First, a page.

Goliath shook his fist, and David responded with a gesture of his own – backed up by a unanimous vote of the Sonoma Planning Commission.
It was the undercard on the agenda of the April 12 meeting – the main event was the Sonoma Cheese Factory’s effort to remodel its 70-year-old building on Spain Street. But that battle didn’t start until after 8 p.m., and early arrivals were treated to a tense standoff over the future of a homespun, slightly funky café and scooter shop at 455 W. Napa St., next to the Safeway parking lot.
Café Scooteria was making its second appearance on the matter before the Planning Commission, hoping to get approval for an application to modify its existing use permit to add extended hours, outdoor seating for 25, a fire pit and, possibly, an eventual wine and beer license.
The first hearing, on March 8, stymied the cafe’s application with a series of requests from the commission for clarification and the suggestion it drop its request for an alcohol component. But the day of the second hearing, on April 12, the morning e-mail brought a letter from Albertsons Corp., which owns Safeway and a number of other chain stores.
As anyone who has been to Café Scooteria for a drive-through latte, chai or pastry (and anecdotal evidence at the April 12 meeting suggested that included most of the people in the room, including commissioners), the Scooteria and Safeway have a pair of adjoining driveways (or “cutout,” in city-speak) on West Napa.
That apparently gave Natalie Mattei, a senior real estate manager for Albertsons, the opening to send a letter to the city on behalf of Safeway, Inc., with a list of four conditions on the proposal they felt “prepared to support.”
The terms included: no alcohol sales, which was already adopted by the applicants after the March 8 meeting; keeping a proposed coffee cart to 18 feet or less, which is what they were applying for; maintaining their current hours of operation; and endorsing the 25-seat expansion, subject to one condition. And that condition, according to Mattei’s letter, “would require Scooteria to enter into a non-exclusive revocable license agreement with Safeway to rent four parking stalls prior to the issuance of any building permit…”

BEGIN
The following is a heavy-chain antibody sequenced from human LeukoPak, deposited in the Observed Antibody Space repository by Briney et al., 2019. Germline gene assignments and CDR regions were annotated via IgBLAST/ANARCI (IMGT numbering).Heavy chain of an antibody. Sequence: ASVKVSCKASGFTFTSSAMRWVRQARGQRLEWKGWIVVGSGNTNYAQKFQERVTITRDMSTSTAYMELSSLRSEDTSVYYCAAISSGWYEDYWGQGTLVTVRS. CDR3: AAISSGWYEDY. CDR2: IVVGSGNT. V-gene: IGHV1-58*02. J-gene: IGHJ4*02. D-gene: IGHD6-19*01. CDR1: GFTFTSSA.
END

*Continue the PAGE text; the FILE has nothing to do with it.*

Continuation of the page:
In other words, if that funky café rented four parking slots in Safeway’s expansive lot, the supermarket would give their qualified blessing to the project.
Couple problems there. First, it’s the City of Sonoma that issues permits, not Albertsons. And second, since those proffered parking spaces are “non-exclusive and revocable,” accepting the terms would put Scooteria at the mercy of Safeway, with no tangible or lasting benefit to Café Scooteria.
“This came as a surprise to everybody,” said Planning Director David Goodison, referring to the list of conditions from Safeway.
The only real leverage Safeway had was if the city decided to make a given number of parking spaces a requirement of the applicant, who could provide only five on the .2-acre property – two of them designated for employees. And, as Goodison explained at the outset, a parking requirement in the use permit was entirely at the discretion of the Planning Commission, because the application was only for outdoor seating.
Another concern was the hours of operation, which Safeway asked to be restricted to the current times, weekdays from 5 a.m. to 5 p.m., a bit fewer on weekends. But Nicholas Grimm, one of the owners of Café Scooteria, stuck by his guns on the request to stay open until 10:30 at night.